"NO", otherwise.
You may print every letter in any case you want (so, for example, the strings yEs, yes, Yes and YES are all recognized as positive answer).

Example
input
5
3
ABA
11
DDBBCCCBBEZ
7
FFGZZZY
1
Z
2
AB
output
NO
NO
YES
YES
YES*/

## thinking

It is needless to say whether the string appears repeatedly

## Code display

```#include <stdio.h>
#include <string.h>

int main()
{
char a[1001];
int b[1001] = {0};
int n, i, j, k, len;
scanf("%d", &n);
for (i = 0; i < n; i++) {
scanf("%d", &len);
scanf("%s", a);
for (j = 0; j < len; j++) {
if (a[j] != a[j - 1]) {
for (k = 0; k < j; k++) {
if (a[k] == a[j]) {
b[i] = 1;
break;
}
}
}
if (b[i] == 1)
break;
}
}
for (i = 0; i < n; i++) {
if (b[i] == 0)
printf("YES\n");
else
printf("NO\n");
}
return 0;
}```

# 3. River crossing pawn

## thinking

Mark the horse and the place where the horse can reach, then update the coordinates in order, a[x,y]=a[x-1,y]+a[x,y-1], and finally output the value of a[x,y].

## Code display

```#include<stdio.h>

int main()
{
int x1,x2,y1,y2;
long long int a[30][30];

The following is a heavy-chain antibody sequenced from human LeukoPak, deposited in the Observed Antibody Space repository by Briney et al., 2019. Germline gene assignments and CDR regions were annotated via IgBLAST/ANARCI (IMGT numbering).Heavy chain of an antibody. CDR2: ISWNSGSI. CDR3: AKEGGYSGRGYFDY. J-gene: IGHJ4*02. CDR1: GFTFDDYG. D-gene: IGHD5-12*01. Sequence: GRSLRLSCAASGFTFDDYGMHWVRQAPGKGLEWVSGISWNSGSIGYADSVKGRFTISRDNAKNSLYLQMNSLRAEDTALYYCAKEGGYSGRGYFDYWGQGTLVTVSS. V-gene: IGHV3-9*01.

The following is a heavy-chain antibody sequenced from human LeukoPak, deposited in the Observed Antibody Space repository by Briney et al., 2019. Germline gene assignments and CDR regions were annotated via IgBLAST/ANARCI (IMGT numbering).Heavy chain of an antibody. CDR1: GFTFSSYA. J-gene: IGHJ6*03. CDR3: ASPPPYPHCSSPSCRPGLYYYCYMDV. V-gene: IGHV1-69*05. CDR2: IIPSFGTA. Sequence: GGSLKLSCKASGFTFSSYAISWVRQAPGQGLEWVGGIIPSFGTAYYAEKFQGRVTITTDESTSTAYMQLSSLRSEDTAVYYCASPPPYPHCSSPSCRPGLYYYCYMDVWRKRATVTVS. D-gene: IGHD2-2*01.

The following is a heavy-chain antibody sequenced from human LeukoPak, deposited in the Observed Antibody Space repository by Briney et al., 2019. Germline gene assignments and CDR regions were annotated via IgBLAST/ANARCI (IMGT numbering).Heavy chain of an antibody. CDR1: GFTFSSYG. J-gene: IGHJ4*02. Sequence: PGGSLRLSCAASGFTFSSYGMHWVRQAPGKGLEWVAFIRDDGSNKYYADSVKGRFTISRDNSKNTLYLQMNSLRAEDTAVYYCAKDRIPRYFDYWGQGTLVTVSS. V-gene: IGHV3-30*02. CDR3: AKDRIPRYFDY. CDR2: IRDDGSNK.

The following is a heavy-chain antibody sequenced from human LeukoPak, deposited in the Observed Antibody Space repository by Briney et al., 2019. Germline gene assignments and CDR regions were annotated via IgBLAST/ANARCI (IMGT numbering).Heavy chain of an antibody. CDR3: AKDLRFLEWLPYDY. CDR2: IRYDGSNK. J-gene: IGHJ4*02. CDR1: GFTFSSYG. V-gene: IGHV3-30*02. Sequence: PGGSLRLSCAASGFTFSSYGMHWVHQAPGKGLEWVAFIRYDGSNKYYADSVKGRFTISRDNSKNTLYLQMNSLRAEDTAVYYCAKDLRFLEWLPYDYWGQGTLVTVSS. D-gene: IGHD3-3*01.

scanf("%d%d%d%d",&x1,&y1,&x2,&y2);
//All positions that cannot be passed
a[x2][y2]=-1;
if(y2-2>=0 && x2+1<=x1)
a[x2+1][y2-2]=-1;
if(y2-2>=0 && x2-1>=0)
a[x2-1][y2-2]=-1;
if(y2-1>=0 && x2+2<=x1)
a[x2+2][y2-1]=-1;
if(y2-1>=0 && x2-2>=0)
a[x2-2][y2-1]=-1;
if(y2+1<=y1 && x2+2<=x1)
a[x2+2][y2+1]=-1;
if(y2+1<=y1 && x2-2>=0)
a[x2-2][y2+1]=-1;
if(y2+2<=y1 && x2+1<=x1)
a[x2+1][y2+2]=-1;
if(y2+2<=y1 && x2-1>=0)
a[x2-1][y2+2]=-1;
for(int i=1;i<=x1;i++)
{
if(a[0][i]==-1)
{
for(int j=i+1;j<=y1;j++)
{
if(a[0][j]!=-1)
a[0][j]=0;
}
break;
}else{
a[0][i]=1;
}
}
for(int i=1;i<=y1;i++)
{
if(a[i][0]==-1)
{
for(int j=i+1;j<=x1;j++)
{
if(a[j][0]!=-1)
a[j][0]=0;
}
break;
}else{
a[i][0]=1;
}
}
for(int i=1;i<=x1;i++)
for(int j=1;j<=y1;j++)
{
if(a[i][j]!=-1)
{
if(a[i-1][j]==-1&&a[i][j-1]==-1){
a[i][j]=0;
}else if(a[i-1][j]==-1&&a[i][j-1]!=-1){
a[i][j]=a[i][j-1];
}else if(a[i-1][j]!=-1&&a[i][j-1]==-1){
a[i][j]=a[i-1][j];
}else if(a[i-1][j]!=-1&&a[i][j-1]!=-1){
a[i][j]=a[i][j-1]+a[i-1][j];
}
}
}
printf("%lld\n",a[x1][y1]);
return 0;
}```

```#include<stdio.h>

long long dp[30][30];
int main()
{
int n,m,a,b,i,j;
scanf("%d%d%d%d",&a,&b,&n,&m);
m++;n++;a++;b++;
for(i=1;i<=a;i++)
for(j=1;j<=b;j++)
{
if(i==1 && j==1)